Some of us in equestrian circles call it an "unintentional dismount" when we're thrown or otherwise fall off the horse. In keeping with the title of my last post, I figured I'd use the metaphor to indicate that I'd been briefly in the saddle but didn't stay there: yesterday was a rotten day--perhaps because of emotional blow-back from the political insanity on campus, but in any event, I got essentially no work done: couldn't concentrate even enough to work on the glossary (which, quite honestly, doesn't require a great deal of heavy lifting, intellectually speaking). I've done better today, despite feeling physically crappy: I finally addressed that last critical source and have officially signed off on that first draft (stick a fork in it, done).
Having finished that, I've turned my attention back to the glossary--which led me briefly back into the "Science of Science Fiction" chapter. I felt a moment of anxiety, realizing that chapter wasn't as close to a completed first draft as I'd remembered. (Memory is very conveniently forgiving sometimes: "Oh, I don't need to worry about that any more." Oops.) But actually, it's helpful to sort of work back and forth between the glossary and the other chapters, as I am reminded what the book calls for. In this particular instance, I realized I needed to say something about the reference to a "sonic gun," and rather than spend a lot of time in the glossary explaining how/why sound waves could be dangerous, it's easier to simply send students to the Science chapter and get into it there.
Before I got to work today, however, I found myself impelled to touch back in with some stuff on campus, the committee stuff I can't quite let go. I don't remember if I mentioned that, along with the bad news about seminar hours on Monday, we also got the departmental election results, and I was not re-elected to the one campus-wide committee I've been on, despite the fact that I was rather deeply involved in some issues that committee is handling (having to do with withdrawal procedures, that sort of thing). That felt like a slap in the face, I have to admit--and I'm frustrated that I won't be able to follow through on the work that I'd started. (I did get re-elected to P&B however: that was good news.) But since I'm still the Queen of Scheduling for one more year, I realized I need to get the preference form for spring 2016 schedules out to faculty soon, so the other members of scheduling and I can do that work after the semester ends in May. And since I believe I'm picking up my duties as Evening (read "Adjunct") Supervisor as of summer, I asked Bruce's assistant to find out when he wants me around to help and what he wants me to do. All that was required was a phone call, but next week I will head to campus to return the book I just finished up, to get the materials for the spring 2016 preference forms--and maybe to check in with Bruce, if I haven't heard back from his assistant.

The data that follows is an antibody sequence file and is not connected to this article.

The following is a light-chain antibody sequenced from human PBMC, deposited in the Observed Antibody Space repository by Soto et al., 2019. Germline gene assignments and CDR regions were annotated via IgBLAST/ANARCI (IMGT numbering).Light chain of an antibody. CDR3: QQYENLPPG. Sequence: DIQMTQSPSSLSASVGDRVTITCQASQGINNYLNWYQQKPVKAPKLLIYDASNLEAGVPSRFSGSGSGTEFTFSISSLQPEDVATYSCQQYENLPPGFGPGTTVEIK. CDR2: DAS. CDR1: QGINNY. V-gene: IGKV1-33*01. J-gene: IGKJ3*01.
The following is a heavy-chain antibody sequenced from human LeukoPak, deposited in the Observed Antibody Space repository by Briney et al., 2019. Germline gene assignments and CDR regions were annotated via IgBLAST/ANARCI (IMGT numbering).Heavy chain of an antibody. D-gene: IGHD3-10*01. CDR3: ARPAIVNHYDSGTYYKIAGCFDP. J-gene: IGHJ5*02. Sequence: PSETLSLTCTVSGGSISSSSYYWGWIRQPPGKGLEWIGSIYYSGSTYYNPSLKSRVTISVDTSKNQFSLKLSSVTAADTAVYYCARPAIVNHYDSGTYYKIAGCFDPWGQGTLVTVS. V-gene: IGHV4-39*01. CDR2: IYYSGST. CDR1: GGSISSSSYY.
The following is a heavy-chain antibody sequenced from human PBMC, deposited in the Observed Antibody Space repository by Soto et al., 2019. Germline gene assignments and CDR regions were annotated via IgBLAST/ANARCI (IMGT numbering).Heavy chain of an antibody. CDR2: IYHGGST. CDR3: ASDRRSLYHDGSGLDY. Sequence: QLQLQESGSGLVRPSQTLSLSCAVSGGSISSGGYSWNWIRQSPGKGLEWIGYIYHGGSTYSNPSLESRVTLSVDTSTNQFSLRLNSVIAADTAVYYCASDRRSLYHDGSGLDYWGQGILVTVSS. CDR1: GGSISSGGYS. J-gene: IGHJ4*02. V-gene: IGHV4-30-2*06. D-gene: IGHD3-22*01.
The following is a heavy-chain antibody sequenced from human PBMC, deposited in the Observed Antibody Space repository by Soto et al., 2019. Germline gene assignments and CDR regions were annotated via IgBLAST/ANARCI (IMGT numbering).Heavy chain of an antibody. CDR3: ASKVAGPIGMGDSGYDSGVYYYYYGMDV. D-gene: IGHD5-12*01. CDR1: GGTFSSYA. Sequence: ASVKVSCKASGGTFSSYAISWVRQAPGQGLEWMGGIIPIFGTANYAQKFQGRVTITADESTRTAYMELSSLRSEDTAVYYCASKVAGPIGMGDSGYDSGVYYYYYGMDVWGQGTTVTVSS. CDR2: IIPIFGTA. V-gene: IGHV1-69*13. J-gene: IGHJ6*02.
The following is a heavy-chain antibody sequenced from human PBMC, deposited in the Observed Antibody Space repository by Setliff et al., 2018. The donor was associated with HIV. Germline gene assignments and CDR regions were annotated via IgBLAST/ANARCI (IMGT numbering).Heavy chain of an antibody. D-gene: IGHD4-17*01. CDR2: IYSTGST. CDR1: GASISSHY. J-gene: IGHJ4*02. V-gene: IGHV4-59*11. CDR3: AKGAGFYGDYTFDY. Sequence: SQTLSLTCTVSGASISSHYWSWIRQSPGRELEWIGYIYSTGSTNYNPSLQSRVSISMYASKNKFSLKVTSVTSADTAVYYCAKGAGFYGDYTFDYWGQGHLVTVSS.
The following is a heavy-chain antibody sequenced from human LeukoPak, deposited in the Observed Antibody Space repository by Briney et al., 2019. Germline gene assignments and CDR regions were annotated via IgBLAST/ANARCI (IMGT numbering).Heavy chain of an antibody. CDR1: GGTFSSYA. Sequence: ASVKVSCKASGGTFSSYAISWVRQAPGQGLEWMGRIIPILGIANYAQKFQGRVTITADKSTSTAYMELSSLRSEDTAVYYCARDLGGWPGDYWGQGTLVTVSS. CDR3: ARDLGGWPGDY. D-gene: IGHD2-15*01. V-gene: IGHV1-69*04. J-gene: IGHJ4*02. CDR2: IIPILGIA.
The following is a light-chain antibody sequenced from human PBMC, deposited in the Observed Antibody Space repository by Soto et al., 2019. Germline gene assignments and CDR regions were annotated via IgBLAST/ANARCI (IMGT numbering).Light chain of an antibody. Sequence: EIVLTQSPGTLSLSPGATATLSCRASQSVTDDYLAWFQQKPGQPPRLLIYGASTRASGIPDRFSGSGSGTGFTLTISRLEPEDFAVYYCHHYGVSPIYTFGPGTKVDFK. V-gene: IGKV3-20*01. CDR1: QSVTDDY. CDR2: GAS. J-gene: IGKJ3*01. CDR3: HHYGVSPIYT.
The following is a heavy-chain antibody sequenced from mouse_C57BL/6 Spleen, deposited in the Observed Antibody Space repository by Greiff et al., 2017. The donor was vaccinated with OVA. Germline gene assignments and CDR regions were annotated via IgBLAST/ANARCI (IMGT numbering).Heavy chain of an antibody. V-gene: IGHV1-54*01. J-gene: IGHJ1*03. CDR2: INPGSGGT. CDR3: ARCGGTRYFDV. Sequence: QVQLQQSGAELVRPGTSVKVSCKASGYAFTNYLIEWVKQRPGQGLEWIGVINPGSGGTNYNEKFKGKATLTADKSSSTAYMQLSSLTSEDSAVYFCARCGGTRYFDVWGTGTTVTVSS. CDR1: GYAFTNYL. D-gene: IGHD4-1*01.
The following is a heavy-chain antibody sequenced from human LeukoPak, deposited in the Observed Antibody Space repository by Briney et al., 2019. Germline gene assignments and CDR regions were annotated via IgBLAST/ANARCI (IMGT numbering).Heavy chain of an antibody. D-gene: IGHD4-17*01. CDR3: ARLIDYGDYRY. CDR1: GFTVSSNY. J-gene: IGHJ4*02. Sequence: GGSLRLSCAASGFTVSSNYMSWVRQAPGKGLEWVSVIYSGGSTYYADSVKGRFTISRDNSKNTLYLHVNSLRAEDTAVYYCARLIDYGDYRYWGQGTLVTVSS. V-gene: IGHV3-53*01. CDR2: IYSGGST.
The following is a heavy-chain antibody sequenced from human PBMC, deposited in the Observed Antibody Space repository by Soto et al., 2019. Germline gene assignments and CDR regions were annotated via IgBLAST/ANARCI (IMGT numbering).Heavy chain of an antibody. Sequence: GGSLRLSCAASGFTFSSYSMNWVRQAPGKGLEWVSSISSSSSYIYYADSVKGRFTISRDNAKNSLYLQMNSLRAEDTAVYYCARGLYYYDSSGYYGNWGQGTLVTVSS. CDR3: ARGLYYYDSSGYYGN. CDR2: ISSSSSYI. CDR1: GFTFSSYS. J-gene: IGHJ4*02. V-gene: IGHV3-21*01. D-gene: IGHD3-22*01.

I just can't seem to keep away from the place.
Ah well. For at least the next few weeks, I should be able to stay pretty clear of the morass (emphasis on the "ass" part) that is NCC. There is a meeting of the Board of Trustees (in whom we have zero trust, I might note) on Tuesday; Paul plans to sign up to speak about the seminar hours thing, and I'm very much on the fence about whether to put myself through the emotional upheaval of going to the meeting, and if I go, whether to put myself through even more emotional upheaval by speaking. I keep trying to figure out what I'd say, but it's awfully hard to address remarks to people who have zero interest in listening. I can do something about that in my classroom ("get out"), but I can't do much about it in a BOT meeting. But like many many educational institutions, we're under attack, and I feel I should be in those trenches, too, doing my part for the war.
Well, that avenue of thinking is absolutely bound to get me worked up, so let me take a different path here. I have no grand ambitions for this evening; I'm just going to try to treat my body a little better than I have the past two days. I probably won't get much if any work done tomorrow, what with various life-maintenance things on the docket, but on Sunday, the first part of the radio play of the novel will be available on the BBC Radio 4 web-page, so we know what I'll spend part of Sunday doing.
As for now, a quick check of e-mail to see if anything fun is going on, then I pack my bags and leave Coffeed, since they're about to close. And tomorrow is, you know, another day or something.